Sydney. 2 March 2013. A Saturday Morning
I take to Glebe Point Road, the road of my memories. I brave the weather and head for Broadway Centre where I plan to meet Greg Fardell, a fellow 78er. He is having a haircut. I go about looking for a bag for my camera equipment.
A long day lies ahead. It is, after all, the 35th anniversary of the Mardi Gras. We, the 78ers, have been invited to lead the parade. Some will travel on foot along Oxford and Flinders Streets before finishing at Moore Park. Others, less mobile or perhaps wanting a more relaxing view of the 300,000 crowd that has gathered to watch the parade, will ride on top a double-decker bus, covered with Generations of Love banners.
After Broadway Centre, we visit Teru Café in Glebe Point Road for a café latte. The café now takes in 33A, CAMP NSW’s centre for most of the 1970s. It was also my second home. At Teru Café, I receive a telephone call from the SBS Maltese Language Program. Marlene Galea interviews me on the significance of the evening parade and asks me what it means to me. I reply that Mardi Gras is more than a celebration of the many legal milestones of the last four decades. It is also a celebration of the change that has taken place in Australian society.
Are there other battles still to be won, she asks. Of course, there are. Same-sex marriage, same-sex adoption, IVF access, gay and lesbian-friendly old age homes…. The list is endless. But the biggest challenges facing our community, at least as I see them, are both at home and abroad. At home, many of our ethnic communities (the Maltese among them) live in a cultural freeze. Some of the migrants reaching Australia nowadays are less inclined to treat men and women as ‘equal’. Their way of thinking about gay men and lesbians is also alarming. At the international level, we still see countries persecuting our brothers and sisters. What are we doing about that?
The night parade was exhilarating. It was an opportunity to renew acquaintances with old friends, many of whom had formed such an important part of my life. There was Ron Austin, the now-styled “godfather of Mardi Gras”, Peter Bonsall-Boone and Peter de Waal. In late 1972, I came out as a gay man when I visited the Balmain home of Bon and Peter to attend a meeting of Cross-Section. There was Steve Warren. We both reminisced about Lance Gowland who drove the truck in 1978. And there was Sau Foster whom I had not seen for many years. We had shared many friends including Garry Pye, the founder of Acceptance. I also met Lynn Thomas and Col Eglinton.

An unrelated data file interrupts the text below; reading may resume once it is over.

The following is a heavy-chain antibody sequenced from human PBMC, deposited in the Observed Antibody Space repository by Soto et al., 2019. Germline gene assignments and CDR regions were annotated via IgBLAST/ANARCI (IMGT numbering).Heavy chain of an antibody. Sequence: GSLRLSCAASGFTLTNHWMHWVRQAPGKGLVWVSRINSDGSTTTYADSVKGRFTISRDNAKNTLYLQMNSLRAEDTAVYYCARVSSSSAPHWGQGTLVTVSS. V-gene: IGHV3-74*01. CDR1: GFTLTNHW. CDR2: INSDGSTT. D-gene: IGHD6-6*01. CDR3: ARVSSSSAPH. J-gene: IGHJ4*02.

The parade was exhilarating. At Taylor Square, the 78ers were welcomed by a spectacular fireworks display and the raising of the rainbow flag. A greater challenge, however, lay ahead of us. As we reached the end of our parade, someone decided that we should all travel by the double-decker bus back to the Glamstand so that we too could watch the parade. Someone, however, forgot to tell the police that we would be making our way through Moore Park. Policemen stopped us at least on two occasions and ordered the bus to turn round. They remained unmoved until a lesbian decided to sort it out … and she did. So just imagine a double-decker bus full of screaming senior poofs and dykes, making merry, going through a deserted Moore Park, as a noisy parade continues to unfold in the distance. Everyone was in high spirits. 1978 revisited we thought! This was the kind of confrontation with the police we did not mind.